Bond car firm marks 100 years in style

Iconic British car-maker Aston Martin celebrates its centenary this month in one of two major motoring milestones in 2013.

The company, which was once owned by a Huddersfield engineering firm and whose DB5 model is James Bond’s car of choice, was founded on January 15, 1913.

The anniversary will be marked by the appearance of the oldest surviving Aston Martin – an A3 – at the company’s original home in Chelsea, south-west London.

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The A3 will appear alongside the company’s new Vanquish model and a commemorative plaque will be unveiled.

Aston Martin will also be staging a number of events at its plant at Gaydon, Warwickshire, and elsewhere to celebrate the occasion.

From July 15 to 21 there will be a week-long centenary festival at Gaydon and on July 21 there will be a major event in London, featuring up to 1,000 Aston Martins.

A Bond-themed drive around England and Wales taking in some of the films’ locations will also be part of the celebrations.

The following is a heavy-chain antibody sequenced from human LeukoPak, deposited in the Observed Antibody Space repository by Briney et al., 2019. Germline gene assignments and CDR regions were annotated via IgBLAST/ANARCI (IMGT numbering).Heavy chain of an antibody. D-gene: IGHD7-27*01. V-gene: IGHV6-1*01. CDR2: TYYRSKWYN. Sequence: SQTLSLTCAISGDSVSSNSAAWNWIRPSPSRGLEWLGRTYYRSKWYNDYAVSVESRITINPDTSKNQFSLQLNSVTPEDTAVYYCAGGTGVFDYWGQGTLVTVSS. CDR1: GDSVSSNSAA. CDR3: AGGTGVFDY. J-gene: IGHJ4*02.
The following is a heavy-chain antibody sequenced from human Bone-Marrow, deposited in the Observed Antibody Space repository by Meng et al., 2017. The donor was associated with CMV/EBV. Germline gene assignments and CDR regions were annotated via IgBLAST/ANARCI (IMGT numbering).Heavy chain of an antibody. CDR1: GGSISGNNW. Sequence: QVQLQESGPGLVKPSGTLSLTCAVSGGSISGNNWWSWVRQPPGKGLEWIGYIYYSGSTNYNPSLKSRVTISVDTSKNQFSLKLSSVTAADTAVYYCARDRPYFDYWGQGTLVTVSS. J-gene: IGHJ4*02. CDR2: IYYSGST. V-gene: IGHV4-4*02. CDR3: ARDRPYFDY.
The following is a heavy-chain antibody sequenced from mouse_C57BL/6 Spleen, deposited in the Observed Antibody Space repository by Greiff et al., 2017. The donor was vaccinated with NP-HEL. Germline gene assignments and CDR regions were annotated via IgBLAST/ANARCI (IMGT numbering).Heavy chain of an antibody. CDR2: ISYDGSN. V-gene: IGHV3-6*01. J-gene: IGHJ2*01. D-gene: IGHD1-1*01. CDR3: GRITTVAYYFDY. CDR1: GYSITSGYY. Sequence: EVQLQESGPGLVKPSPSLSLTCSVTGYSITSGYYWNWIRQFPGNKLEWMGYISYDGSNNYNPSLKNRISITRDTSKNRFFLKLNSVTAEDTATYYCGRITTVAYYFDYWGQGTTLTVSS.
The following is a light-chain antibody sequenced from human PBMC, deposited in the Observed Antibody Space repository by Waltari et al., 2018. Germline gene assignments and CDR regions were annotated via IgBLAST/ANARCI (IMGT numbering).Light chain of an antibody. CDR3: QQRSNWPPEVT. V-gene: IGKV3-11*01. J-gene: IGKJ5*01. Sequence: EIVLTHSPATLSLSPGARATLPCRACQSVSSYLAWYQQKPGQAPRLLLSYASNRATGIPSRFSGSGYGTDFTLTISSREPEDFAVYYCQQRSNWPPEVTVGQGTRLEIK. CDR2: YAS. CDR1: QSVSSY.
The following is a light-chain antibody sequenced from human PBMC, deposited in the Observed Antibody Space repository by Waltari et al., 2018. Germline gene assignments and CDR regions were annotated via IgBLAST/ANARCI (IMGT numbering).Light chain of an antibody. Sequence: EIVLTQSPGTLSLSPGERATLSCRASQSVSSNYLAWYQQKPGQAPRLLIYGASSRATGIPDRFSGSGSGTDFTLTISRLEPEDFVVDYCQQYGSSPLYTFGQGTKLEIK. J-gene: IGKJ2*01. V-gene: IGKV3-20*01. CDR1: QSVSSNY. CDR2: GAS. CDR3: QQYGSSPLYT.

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The company was founded by Robert Bamford and Lionel Martin as Bamford & Martin, which later became Aston Martin, acknowledging Bamford’s success at the Aston Clinton Hillclimb in Buckinghamshire, where he had successfully raced their very first cars.

Lockwood-based David Brown acquired the company in 1947 and sold it in 1972 as Aston Martin-Lagonda following a merger.

A century of car-making will also be marked by Mini and its parent firm BMW at Cowley in Oxford this year

The focal point of the celebrations at Cowley – now known as the Oxford plant – will be on March 28, which is 100 years to the day when the first Bullnose Morris Oxford rolled off the production line.

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Famous brands manufactured there have included the Austin Healey, the Wolseley, the Riley, the Austin, the Rover and the original Mini.

Since 2000, two million of the new-wave Minis have been made at Oxford.